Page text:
In “Back Off on the Bacchanalia” (April 1), Gary Rosenblatt takes a courageous step in calling attention to the danger of using alcohol as an outreach tool for attracting young people. He also notes that this practice is not restricted to young people, as in the case of “kiddush clubs.” He has identified a very real and serious problem.
The opinion piece by New Voices Editor Ben Sales sweeps under the rug the Israel-bashing that is an everyday occurrence in Middle East studies and political science classes and programs on campuses throughout the United States and Canada — as in the rest of the world, including (surprise?) Israel (“Campuses Are Safe For Pro-Israel Students,” April 1).
In 1963, disabled children had few school options available to them because of limited special education programs. HASC pioneered a program to service the needs of these special children (“HASC Staff Fighting Return Of Disgraced Exec,” April 15).
From the start, the program, characterized by professionalism with a focus on each child’s and family’s individual needs, has blossomed into five schools located in Rockland County, Nassau County and Kings County and a camp school/summer program in upstate New York, serving the educational needs of 1,400 children from North America, Israel and Europe.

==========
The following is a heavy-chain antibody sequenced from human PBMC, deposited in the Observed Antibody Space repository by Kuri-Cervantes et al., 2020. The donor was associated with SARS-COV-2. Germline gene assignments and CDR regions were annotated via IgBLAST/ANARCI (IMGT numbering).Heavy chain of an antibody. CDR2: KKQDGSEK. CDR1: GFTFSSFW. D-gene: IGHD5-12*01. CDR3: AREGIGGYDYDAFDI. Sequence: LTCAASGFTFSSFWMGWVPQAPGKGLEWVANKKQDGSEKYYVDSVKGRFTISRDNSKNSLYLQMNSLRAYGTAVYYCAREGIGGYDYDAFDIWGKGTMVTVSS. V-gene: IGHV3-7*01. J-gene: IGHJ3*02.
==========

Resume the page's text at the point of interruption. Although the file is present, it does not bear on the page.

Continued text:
Our mission has been and continues to be, to build a brighter future for people with developmental disabilities.
It is indeed a sad day for Jewish Americans when rabbis find their freedom of the pulpit stifled because they question or disagree with Israeli government policy (“New Reform Head Walking Pro-Israel Tightrope,” April 8).
We would all do well this Passover season to remember that the seder begins with four questions. The Haggadah then relates the parable of the four sons: the wise, the wicked, the simple and the silent.
You don’t have to work for a Middle East think tank or have a doctorate in international relations to understand that a Palestinian state created through unilateral action can never be anything resembling a real state — even if it is endorsed by the United Nations.
I have given a lot of talks to Jewish groups on making the case for Israel, and there’s only one constant: people in the audience who think they have the argument that can, once and for all, obliterate the anti-Israel position.
With 25 years of experience, I’ve tried them all. Rest assured there are no silver bullets. And those who tell you differently underestimate how difficult it is to alter a viewpoint, particularly one on the political left.
Israel needs a strong America, engaged and projecting power in the Middle East, especially at this time of great political instability. But what if the United States doesn’t want to lead? What if the U.S. is downsizing its involvement in the region? What if America is befuddled by a confused foreign policy prism? These would be troublesome developments.